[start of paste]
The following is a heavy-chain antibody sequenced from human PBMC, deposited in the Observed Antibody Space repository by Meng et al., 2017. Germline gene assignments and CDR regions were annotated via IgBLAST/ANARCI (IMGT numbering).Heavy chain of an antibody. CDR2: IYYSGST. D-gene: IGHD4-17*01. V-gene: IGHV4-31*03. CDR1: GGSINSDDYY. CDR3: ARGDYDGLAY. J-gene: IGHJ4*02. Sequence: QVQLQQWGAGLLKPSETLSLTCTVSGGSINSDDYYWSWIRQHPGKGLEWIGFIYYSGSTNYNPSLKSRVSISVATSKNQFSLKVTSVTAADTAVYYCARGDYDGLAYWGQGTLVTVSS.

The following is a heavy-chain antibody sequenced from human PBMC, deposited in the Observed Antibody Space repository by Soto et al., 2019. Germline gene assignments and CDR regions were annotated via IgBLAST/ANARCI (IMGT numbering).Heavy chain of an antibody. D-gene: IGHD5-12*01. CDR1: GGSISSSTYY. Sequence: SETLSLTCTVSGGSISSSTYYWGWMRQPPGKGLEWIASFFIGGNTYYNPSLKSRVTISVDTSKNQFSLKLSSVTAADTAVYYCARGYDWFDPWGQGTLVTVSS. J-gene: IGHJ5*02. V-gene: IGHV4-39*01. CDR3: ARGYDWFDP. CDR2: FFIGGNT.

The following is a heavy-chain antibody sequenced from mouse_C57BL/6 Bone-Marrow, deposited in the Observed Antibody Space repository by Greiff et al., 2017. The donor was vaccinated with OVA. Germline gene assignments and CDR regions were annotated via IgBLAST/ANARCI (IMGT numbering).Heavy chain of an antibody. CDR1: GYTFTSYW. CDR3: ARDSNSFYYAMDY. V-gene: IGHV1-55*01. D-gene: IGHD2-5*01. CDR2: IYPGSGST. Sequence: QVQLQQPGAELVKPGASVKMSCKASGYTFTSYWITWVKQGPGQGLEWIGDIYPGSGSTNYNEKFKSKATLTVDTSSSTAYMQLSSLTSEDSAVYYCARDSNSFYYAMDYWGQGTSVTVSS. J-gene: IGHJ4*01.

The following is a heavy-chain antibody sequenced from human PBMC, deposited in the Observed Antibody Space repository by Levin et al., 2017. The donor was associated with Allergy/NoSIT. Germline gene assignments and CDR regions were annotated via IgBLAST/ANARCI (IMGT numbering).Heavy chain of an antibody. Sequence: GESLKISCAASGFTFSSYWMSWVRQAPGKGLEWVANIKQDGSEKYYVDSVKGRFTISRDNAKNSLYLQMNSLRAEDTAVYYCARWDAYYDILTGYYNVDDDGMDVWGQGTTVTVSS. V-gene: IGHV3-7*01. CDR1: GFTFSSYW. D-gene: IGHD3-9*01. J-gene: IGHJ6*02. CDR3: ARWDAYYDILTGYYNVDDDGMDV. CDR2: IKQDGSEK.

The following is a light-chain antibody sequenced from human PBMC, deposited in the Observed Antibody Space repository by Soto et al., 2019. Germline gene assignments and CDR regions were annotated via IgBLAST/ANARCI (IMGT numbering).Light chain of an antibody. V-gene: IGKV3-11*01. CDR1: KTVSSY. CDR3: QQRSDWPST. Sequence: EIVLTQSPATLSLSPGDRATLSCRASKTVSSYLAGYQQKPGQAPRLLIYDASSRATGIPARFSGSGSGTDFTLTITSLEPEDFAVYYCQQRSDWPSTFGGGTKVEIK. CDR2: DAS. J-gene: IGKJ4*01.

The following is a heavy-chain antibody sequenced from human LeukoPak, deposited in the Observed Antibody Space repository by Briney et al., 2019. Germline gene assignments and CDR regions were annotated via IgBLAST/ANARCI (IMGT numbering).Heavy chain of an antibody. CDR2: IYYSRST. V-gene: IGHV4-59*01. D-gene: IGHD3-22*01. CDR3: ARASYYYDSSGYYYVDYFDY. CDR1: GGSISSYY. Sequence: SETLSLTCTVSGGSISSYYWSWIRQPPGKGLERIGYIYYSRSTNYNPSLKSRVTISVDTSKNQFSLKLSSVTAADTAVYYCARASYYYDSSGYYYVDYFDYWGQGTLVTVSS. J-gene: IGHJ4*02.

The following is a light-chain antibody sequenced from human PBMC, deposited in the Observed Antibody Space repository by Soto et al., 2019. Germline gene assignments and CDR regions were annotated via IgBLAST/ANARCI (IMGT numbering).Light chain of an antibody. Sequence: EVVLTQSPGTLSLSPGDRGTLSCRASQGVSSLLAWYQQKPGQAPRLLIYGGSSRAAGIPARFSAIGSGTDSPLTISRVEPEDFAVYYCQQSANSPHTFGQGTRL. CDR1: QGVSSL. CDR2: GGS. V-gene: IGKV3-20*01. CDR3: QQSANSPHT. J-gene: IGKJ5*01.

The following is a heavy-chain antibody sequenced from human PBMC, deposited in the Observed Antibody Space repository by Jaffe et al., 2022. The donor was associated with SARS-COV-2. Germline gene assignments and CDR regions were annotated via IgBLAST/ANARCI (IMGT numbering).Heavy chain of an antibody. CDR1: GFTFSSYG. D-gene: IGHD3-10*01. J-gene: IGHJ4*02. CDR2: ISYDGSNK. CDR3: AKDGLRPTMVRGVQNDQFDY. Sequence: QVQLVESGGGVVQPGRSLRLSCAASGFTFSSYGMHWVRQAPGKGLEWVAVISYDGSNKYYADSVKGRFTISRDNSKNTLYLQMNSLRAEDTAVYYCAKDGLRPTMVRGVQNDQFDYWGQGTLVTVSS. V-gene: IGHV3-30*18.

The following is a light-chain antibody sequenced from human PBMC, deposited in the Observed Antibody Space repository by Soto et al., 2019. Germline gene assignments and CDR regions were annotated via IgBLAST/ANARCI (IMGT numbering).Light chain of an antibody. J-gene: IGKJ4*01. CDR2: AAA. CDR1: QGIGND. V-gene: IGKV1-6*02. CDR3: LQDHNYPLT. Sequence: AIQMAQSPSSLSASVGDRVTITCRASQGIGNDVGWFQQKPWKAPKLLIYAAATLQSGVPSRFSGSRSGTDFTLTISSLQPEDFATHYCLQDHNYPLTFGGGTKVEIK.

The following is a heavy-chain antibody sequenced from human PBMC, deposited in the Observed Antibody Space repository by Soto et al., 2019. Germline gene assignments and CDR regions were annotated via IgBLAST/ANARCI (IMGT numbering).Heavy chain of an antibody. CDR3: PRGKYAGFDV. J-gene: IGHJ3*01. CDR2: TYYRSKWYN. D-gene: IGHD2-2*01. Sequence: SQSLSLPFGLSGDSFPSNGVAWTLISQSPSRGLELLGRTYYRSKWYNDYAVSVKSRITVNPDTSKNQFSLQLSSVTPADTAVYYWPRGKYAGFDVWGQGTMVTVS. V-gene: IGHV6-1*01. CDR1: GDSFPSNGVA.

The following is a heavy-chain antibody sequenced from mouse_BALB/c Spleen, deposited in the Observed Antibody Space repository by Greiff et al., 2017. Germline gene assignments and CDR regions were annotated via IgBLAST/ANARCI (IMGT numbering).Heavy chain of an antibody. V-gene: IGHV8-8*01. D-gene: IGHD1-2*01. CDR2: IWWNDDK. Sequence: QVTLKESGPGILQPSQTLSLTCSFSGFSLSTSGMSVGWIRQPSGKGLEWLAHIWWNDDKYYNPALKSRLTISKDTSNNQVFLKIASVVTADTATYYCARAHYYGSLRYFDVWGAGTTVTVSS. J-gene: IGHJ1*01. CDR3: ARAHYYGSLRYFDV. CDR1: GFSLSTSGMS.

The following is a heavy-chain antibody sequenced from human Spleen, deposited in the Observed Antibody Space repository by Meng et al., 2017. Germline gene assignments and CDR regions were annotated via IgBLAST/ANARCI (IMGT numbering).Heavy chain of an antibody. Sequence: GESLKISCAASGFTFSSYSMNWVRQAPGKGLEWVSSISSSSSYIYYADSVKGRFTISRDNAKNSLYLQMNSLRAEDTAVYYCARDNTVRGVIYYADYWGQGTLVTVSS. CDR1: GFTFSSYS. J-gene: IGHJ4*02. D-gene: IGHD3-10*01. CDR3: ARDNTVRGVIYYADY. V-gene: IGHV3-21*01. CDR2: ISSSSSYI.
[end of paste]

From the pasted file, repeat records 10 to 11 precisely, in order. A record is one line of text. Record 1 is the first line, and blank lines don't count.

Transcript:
The following is a heavy-chain antibody sequenced from human PBMC, deposited in the Observed Antibody Space repository by Soto et al., 2019. Germline gene assignments and CDR regions were annotated via IgBLAST/ANARCI (IMGT numbering).Heavy chain of an antibody. CDR3: PRGKYAGFDV. J-gene: IGHJ3*01. CDR2: TYYRSKWYN. D-gene: IGHD2-2*01. Sequence: SQSLSLPFGLSGDSFPSNGVAWTLISQSPSRGLELLGRTYYRSKWYNDYAVSVKSRITVNPDTSKNQFSLQLSSVTPADTAVYYWPRGKYAGFDVWGQGTMVTVS. V-gene: IGHV6-1*01. CDR1: GDSFPSNGVA.

The following is a heavy-chain antibody sequenced from mouse_BALB/c Spleen, deposited in the Observed Antibody Space repository by Greiff et al., 2017. Germline gene assignments and CDR regions were annotated via IgBLAST/ANARCI (IMGT numbering).Heavy chain of an antibody. V-gene: IGHV8-8*01. D-gene: IGHD1-2*01. CDR2: IWWNDDK. Sequence: QVTLKESGPGILQPSQTLSLTCSFSGFSLSTSGMSVGWIRQPSGKGLEWLAHIWWNDDKYYNPALKSRLTISKDTSNNQVFLKIASVVTADTATYYCARAHYYGSLRYFDVWGAGTTVTVSS. J-gene: IGHJ1*01. CDR3: ARAHYYGSLRYFDV. CDR1: GFSLSTSGMS.